People have written a lot of touchy-feely pieces on this subject but I thought I’d get right to the heart of the matter
Artist Adam Lupton gaze explores psychological and sociological struggles in modern society. Painting in oil, blurring lines between realism and expressionism helps Lupton probe the internal and external dialogue faced in his multi-directional narratives.
The reason why the room was pink was because on black and white film, hues of red become dark shades of black. Pink is the perfect balance to give it that dark creepy grey.
A related fun fact: while old black and white film was under-sensitive to reds, it was correspondingly over-sensitive to greens. Actors whose characters were meant to have unnaturally pale complexions - like Morticia Addams - would often take advantage of this by wearing makeup with a green base tint in order to make their faces “pop”. This is where the modern trope of cartoon vampires having green skin comes from.
These are some fun fucking facts
Eduardo Mata Icaza born in Costa Rica in 1984 is an artist graduated from the School of Fine Arts in the University of Costa Rica. He currently lives and workes in Marseille, France. Icaza’s paintings mixes realistic, anatomical images of the human body with abstract shapes lines and looks at ideas of humanity and existence has been shown in both solo and group exhibitions.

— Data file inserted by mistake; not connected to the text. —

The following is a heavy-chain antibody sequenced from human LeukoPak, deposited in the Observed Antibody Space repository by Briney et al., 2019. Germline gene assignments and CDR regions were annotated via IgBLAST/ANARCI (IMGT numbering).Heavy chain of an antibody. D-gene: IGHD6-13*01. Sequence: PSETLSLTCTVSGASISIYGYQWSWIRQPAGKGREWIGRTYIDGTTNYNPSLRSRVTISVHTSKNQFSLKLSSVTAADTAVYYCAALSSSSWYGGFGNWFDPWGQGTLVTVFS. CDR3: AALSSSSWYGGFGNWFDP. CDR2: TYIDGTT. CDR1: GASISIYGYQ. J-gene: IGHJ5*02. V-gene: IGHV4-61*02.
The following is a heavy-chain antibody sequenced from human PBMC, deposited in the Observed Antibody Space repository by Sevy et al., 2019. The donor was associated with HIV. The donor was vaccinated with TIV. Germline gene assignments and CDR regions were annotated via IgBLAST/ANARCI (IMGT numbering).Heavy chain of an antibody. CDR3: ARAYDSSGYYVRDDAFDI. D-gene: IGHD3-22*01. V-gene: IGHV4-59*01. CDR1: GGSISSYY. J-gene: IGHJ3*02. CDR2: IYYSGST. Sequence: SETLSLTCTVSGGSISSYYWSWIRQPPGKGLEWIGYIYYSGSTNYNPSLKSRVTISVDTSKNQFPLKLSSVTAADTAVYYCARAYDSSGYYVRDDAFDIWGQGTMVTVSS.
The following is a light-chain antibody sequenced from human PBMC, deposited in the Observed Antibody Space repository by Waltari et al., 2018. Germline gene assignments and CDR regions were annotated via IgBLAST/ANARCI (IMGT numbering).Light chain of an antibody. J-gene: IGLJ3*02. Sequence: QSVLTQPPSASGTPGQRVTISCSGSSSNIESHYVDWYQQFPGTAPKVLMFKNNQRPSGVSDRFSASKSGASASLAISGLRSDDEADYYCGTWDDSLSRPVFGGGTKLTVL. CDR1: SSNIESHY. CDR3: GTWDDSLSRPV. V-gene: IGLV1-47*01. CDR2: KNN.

When fire tore through Steve Salo’s studio in Torquay he was devastated. Inside the artist’s studio were approximately 70 of his paintings, and 80 drawings and sketchbooks, some of which he had treasured since a child. Every single one was destroyed. All of his art materials and tools were obliterated along with reference books and a cherished drawing case from his childhood. The blaze consumed everything, a lifetime of irreplaceable work reduced to ashes.
“I find it quite hard to talk about it now. The best thing for me is to put it behind me and not ponder over it,” Steve says, clearly still coming to terms with the emotional impact of the disaster that occurred nearly a year ago.
After the fire Steve says it felt like time stood still, “almost like a surreal dream”. He was overcome with confusion, disbelief and grief. For the next couple of months Steve had no desire to paint, unable to motivate himself to even pick up a paintbrush. Eventually, however, the urge to create returned and he began to paint, not with brushes but with his fingers. It was an important step in the healing process.